Jamie Lowenstein is a poet and actor based in New York City currently at Pace University in its International Performance Ensemble. He’s interested in diverse stories, especially within the queer community.

[REVIEW] Trouble the Water by Derrick Austin

BOA Editions
April 2016
Derrick Austin’s stunning debut, Trouble the Water, gives readers unique insight on what it means to be a queer, black man in today’s world. He navigates the complicated worlds of race, sexuality, and religion with such fearlessness that we as readers can’t turn away even if we wanted to. Mary Szybist, in her forword, writes that that fearlessness begins with the book’s title, and she’s right. Before we even see the first page, Austin lets us know that this is not a book to be read passively. Rather, Trouble the Water is both a title and a command, a command for us to trouble both society’s waters and our own.
One of the most striking aspects of Trouble the Water is the graceful way Austin weaves sexuality and religion together, so much so that at times they are one and the same thing. Sex and God are both equal and opposite, drawing Austin’s speakers in and also forcing them to turn away. Heaven is another’s lips. One poem, called “Devotions,” is an ode to a lover. Often poetry about sex or religion takes an obvious standpoint, either on one side of the line or the other, but Austin’s poetry makes the reader think, hard, about what it is we believe in, particularly on the subject of LGBTQ issues. Sexuality and religion are separate issues that have been so convolutedly twisted together in today’s society that it’s hard to see them coexisting, but Austin attempts to show us that they can.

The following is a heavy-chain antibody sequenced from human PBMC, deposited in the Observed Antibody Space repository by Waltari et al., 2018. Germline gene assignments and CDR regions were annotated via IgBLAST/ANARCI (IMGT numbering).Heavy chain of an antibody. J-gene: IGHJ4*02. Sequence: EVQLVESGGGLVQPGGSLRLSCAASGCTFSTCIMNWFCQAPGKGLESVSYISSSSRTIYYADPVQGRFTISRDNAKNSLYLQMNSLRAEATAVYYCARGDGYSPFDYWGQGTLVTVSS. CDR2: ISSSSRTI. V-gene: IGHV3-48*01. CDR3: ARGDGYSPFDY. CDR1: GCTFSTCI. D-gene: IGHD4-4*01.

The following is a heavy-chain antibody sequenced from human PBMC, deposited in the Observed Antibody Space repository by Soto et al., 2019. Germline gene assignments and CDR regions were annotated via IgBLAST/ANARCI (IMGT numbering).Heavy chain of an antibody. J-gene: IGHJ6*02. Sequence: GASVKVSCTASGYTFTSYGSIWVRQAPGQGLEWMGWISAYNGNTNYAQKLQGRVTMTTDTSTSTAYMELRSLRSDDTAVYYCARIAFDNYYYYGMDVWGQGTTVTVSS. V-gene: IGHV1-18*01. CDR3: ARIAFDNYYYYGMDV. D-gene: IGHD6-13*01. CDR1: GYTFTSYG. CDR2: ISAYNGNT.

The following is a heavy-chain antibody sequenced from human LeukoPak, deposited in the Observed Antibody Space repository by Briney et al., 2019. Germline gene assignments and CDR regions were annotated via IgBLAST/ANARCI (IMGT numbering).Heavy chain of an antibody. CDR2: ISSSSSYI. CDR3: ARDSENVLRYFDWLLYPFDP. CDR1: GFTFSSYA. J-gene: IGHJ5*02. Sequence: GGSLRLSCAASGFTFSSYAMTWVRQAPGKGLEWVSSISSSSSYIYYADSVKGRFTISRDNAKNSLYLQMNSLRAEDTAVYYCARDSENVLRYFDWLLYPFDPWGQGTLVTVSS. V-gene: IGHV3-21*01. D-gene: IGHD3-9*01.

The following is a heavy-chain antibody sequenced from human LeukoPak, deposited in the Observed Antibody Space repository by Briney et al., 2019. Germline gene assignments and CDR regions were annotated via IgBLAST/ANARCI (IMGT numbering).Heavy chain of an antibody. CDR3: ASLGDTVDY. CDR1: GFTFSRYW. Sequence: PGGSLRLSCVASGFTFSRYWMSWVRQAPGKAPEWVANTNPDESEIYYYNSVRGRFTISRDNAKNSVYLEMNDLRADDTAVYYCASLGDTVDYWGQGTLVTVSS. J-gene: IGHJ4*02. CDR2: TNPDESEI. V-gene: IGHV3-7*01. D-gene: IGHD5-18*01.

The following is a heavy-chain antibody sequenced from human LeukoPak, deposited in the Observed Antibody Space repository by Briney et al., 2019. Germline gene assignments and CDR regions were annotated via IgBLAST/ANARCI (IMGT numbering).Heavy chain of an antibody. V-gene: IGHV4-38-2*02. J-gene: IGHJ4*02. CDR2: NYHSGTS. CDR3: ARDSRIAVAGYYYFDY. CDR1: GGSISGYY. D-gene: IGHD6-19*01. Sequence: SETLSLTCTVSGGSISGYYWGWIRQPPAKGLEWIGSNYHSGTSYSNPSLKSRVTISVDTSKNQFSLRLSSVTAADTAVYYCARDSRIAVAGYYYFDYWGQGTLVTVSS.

The other prominent theme in Trouble the Water is race. In the poem “Blaxploitation,” every line ends with the word “black,” forcing the reader to confront that, for a person of color, blackness is something that is ever-present rather than something which exists only when it’s convenient. Then there are times when Austin writes about race as if it’s an afterthought, balancing the ideas that race is both a massive part of people of colors’ lives and at the same time is merely a descriptive factor.
An interesting tool that Austin utilizes throughout all his poems, whether they focus on race, sexuality, or religion, is to use art as a descriptor and comparative factor. Many of his poems are set in museums, others inspect God and Christ through paintings. The poem “Breakwater” is theimagined story behind a photograph. Paintings and photos and music are not separate from our humanity; they are our humanity.
Austin tackles the difficult task of being both hauntingly amusing and utterly serious, making the reader feel hope and joy and sorrow all at once. He makes us rethink old assumptions and reminds us that we have the power to change what we think we know. Religion can evolve to fit today’s society. Love is complicated. Race is too. In the end, though, we’re all essentially the same, just people trying to live our lives free from fear. In “Torch Song,” the speaker says, “when I open my arms to the crowd and mouth / the night’s first note, I don’t sing; you singe,” and I think that line embodies Trouble the Water. Austin sings to us in a way that makes the reader feel uncomfortable, on fire.
Austin is an important voice in poetry. His book comes at a time when it is becoming more and more difficult to ignore the social injustices these communities face. Trouble the Water is not justthe title of Austin’s book; it is a command. The only question now is whether or not we will listen.